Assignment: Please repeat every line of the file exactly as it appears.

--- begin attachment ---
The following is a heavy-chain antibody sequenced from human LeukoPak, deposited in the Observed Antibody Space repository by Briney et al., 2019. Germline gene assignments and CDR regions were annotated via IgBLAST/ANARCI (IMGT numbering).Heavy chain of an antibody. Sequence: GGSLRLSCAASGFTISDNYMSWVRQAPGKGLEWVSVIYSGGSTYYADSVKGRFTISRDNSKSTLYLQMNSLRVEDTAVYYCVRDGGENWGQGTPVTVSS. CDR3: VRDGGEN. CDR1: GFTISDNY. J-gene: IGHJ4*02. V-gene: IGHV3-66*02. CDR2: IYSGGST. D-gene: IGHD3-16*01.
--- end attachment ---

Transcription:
The following is a heavy-chain antibody sequenced from human LeukoPak, deposited in the Observed Antibody Space repository by Briney et al., 2019. Germline gene assignments and CDR regions were annotated via IgBLAST/ANARCI (IMGT numbering).Heavy chain of an antibody. Sequence: GGSLRLSCAASGFTISDNYMSWVRQAPGKGLEWVSVIYSGGSTYYADSVKGRFTISRDNSKSTLYLQMNSLRVEDTAVYYCVRDGGENWGQGTPVTVSS. CDR3: VRDGGEN. CDR1: GFTISDNY. J-gene: IGHJ4*02. V-gene: IGHV3-66*02. CDR2: IYSGGST. D-gene: IGHD3-16*01.